|History of Banning Mills|
An Interesting Historical Sketch of Banning Mills.
Historic Banning Mills is located in Georgia's only Hidden Gorge on beautiful Snake Creek in Carroll County, Georgia. It is an area rich in history and home to our country inn, Historic Banning Mills. We invite you to visit and explore this history.
The area was originally home to the Creek and Cherokee nations. They lived in lodges made of pine poles and mud plaster and farmed and hunted along the rich and fertile Chattahoochee River area.
Early Settlement and Chief William McIntosh
By the early 1800’s, white settlement had moved into the Carroll County area, which was still considered part of the Wild West. It was also home to Chief William McIntosh, a half breed Creek Indian. He fought with Andrew Jackson and became a Brigadier General, and the only Indian to reach that rank. He even dined with President Thomas Jefferson at the White House. His first cousin was Governor George Troup of GA. McIntosh became a wealthy business man and owned hundreds of acres in Georgia and Alabama. His main plantation was known as Lockchau Talofau, or Acorn Town and was located along the Chattahoochee River and Hwy 5 which was known as McIntosh Trail. It is about 5 miles from Banning. He had almost 100 slaves and white men and Indians working for him to help run his 2 taverns, trading post, overnight lodge and plantation.
Chief McIntosh signed the Treaty of Indian Springs on February 12, 1825. This treaty infuriated the Upper Creek nation and so sealed his death warrant. On May 1, 1825, a large party of Upper Creek Indians came to McIntosh’s home and set fire to it. His wife begged the braves to let McIntosh die bravely. He fought valiantly and as he came out of his home, he was shot several times, then dragged into the yard and stabbed to death. He is buried where he fell at Lockchau which is now McIntosh Reserve, a county park of over 527 acres.
Developing 1800's Mill Industry
Because there were few water power sites in the Carroll County area, large scale industry was late in developing there. In 1846, a manufacturing community, built by the Bowen brothers was located on the Snake Creek which is about two miles from present day Whitesburg. It consisted of a textile mill with five hundred spindles that produced yarn. The mills and town that grew up around it was originally called Bowensville. The textile mills, known as the Amis mill, was in operation throughout most of the Civil War. There were orders for Federal Troops to find and burn them. When the Federal troops finally found the mills in this very hard to find hidden Gorge, the equipment had already been shipped to South Carolina in hopes that the machinery could be saved. Because the mills were found in a "non working" condition, they were not burned.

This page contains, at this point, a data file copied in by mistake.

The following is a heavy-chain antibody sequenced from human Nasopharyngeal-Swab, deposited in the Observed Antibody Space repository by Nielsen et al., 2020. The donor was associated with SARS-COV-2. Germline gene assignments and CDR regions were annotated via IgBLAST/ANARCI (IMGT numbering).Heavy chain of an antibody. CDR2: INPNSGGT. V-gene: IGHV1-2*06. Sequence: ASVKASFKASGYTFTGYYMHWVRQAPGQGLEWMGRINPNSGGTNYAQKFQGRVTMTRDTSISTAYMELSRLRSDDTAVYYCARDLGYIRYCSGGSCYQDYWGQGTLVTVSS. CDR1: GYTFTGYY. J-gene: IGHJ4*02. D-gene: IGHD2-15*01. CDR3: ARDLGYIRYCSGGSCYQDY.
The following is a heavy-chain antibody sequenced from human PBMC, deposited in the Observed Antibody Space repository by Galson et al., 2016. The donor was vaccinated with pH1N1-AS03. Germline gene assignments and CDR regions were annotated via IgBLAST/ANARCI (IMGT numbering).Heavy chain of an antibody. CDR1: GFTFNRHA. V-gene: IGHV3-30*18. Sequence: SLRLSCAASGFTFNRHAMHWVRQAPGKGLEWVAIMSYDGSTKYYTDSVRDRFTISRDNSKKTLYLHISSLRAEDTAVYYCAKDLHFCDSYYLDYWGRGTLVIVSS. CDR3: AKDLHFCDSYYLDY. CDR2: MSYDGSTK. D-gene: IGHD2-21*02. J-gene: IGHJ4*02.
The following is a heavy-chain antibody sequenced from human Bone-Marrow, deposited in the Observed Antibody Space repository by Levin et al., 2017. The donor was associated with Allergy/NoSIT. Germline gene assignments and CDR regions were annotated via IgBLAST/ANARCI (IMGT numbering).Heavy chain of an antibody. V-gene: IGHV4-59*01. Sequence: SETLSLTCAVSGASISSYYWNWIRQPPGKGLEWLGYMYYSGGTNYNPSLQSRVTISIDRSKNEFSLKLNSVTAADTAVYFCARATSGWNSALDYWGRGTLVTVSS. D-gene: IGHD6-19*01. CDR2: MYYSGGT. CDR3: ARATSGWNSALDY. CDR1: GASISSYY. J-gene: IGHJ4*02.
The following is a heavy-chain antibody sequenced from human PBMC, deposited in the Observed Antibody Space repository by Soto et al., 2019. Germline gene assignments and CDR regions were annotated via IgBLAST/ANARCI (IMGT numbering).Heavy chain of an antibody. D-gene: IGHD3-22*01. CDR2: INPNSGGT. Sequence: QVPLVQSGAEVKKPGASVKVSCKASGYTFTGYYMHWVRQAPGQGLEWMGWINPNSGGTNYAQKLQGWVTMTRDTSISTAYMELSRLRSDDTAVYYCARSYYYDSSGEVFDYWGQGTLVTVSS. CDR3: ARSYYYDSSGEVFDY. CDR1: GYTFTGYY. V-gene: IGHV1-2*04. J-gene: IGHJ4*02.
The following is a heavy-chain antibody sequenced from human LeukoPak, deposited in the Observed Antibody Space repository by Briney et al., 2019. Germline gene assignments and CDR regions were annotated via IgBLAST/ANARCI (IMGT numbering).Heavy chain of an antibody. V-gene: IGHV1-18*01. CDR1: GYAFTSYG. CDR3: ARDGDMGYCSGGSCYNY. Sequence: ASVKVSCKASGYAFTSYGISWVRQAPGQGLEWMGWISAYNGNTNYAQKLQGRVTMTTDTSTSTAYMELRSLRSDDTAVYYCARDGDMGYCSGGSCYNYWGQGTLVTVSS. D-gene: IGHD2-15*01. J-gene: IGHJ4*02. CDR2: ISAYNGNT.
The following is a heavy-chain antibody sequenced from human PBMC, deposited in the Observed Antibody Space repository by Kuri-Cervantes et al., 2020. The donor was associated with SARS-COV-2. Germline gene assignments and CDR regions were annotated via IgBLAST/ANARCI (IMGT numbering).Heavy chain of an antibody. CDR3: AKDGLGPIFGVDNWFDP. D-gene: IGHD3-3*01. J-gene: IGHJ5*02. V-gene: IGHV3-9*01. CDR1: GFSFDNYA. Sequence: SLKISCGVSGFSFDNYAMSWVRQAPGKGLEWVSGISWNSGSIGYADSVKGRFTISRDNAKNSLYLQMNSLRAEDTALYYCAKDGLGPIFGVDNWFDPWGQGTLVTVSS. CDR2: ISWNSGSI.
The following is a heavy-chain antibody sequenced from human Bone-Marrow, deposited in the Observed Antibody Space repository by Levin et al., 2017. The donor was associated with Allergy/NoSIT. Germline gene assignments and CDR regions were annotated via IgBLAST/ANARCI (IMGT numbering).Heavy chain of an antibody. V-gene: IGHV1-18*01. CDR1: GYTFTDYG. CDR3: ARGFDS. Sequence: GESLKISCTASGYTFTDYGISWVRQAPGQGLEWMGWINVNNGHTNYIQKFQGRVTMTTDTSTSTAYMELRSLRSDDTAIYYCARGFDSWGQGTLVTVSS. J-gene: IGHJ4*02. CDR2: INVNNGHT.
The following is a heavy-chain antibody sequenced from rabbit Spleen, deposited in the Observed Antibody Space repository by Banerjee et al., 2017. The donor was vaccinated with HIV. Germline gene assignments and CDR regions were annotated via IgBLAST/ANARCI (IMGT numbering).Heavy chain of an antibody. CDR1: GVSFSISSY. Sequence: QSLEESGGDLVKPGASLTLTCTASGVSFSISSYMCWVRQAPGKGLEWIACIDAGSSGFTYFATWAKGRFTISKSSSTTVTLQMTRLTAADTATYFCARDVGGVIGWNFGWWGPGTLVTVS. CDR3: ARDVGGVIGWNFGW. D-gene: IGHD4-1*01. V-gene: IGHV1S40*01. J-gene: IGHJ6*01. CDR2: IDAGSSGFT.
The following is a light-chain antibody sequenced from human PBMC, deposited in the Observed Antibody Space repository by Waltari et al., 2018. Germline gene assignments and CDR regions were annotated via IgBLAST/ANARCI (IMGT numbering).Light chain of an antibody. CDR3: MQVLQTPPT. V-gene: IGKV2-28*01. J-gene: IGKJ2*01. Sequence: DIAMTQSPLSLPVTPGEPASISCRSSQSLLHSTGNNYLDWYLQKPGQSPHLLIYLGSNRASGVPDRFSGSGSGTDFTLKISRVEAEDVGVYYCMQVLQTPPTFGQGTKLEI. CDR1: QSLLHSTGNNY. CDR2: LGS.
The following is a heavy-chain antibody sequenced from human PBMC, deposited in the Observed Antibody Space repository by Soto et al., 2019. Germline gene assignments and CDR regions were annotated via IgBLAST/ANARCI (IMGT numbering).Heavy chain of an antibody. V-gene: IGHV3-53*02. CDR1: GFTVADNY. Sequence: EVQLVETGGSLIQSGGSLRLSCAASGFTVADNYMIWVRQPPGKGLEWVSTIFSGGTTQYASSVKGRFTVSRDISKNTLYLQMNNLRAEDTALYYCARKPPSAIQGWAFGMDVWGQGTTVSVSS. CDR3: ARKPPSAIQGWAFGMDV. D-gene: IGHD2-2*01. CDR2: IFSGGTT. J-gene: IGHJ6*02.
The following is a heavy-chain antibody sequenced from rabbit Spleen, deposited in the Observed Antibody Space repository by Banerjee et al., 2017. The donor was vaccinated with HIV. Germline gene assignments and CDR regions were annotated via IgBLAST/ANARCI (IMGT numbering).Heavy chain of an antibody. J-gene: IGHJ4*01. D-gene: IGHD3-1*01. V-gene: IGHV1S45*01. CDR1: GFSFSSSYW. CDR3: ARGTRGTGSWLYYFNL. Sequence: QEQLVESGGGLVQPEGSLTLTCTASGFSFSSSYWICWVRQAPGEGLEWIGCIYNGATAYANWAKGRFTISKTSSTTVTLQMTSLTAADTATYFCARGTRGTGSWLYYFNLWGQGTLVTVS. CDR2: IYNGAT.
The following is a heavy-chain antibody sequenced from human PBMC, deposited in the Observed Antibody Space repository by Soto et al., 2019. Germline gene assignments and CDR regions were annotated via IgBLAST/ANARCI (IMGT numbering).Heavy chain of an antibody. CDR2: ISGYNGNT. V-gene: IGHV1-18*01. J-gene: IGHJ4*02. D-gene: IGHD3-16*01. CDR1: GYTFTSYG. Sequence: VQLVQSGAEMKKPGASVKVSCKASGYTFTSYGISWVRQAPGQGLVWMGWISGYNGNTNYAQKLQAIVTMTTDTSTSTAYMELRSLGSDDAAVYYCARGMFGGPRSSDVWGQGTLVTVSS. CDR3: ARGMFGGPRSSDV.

However, the Federal troops did not want to go home empty handed and decided that Mr. Amis should accompany them. Mr. Amis decided he did not wish to be a guest of the "Yankee" troops and managed to escape. He was shot in the attempt but did escape and did recover from his wounds. The ruins of the mills are still present today.
Textile Mill Post Civil War Era
The post Civil War era saw a decline in the mill town success. In 1878, Arthur Hutcheson acquired the textile mill and U.B. Wilkinson acquired the paper mill, It is now confirmed by Georgia Tech as the birth place of the modern day Paper Industry. By 1882, the textile mill, which was now known as Hutcheson Manufacturing Company had 2000 spindles and 14 cards which manufactured warp and bunchy yarn. It was at this time the name of the mill town changed to Banning. The name change came mainly as the result of other nearby communities with similar names, i.e. Bowersville and Brownsville, which resulted in numerous mail mix ups.
Banning Mills Post Mill Town Era
The mill town was still thriving at the time of Mr. Hutcheson’s death on April 5, 1895. By this time, there were up to 10 mills, including 2 pulp mills, a paper mill, grist mill and saw mill. All of these lay within a miles length of each other along the Snake Creek. It was one of the first towns in Georgia to produce its own electricity- well before Atlanta. In fact diaries talk about day long horse and buggy rides from Atlanta to watch the lights come on at Banning. Electricity was produced there until 1917.
We are here most everyday and welcome you to contact us at 770-834-9149 or send an email when you are ready to plan your weekend getaway, group event, family adventure vacation or corporate retreat. Historic Banning Mills is a non-profit retreat and conservation center. Banning Mills is a non smoking facility!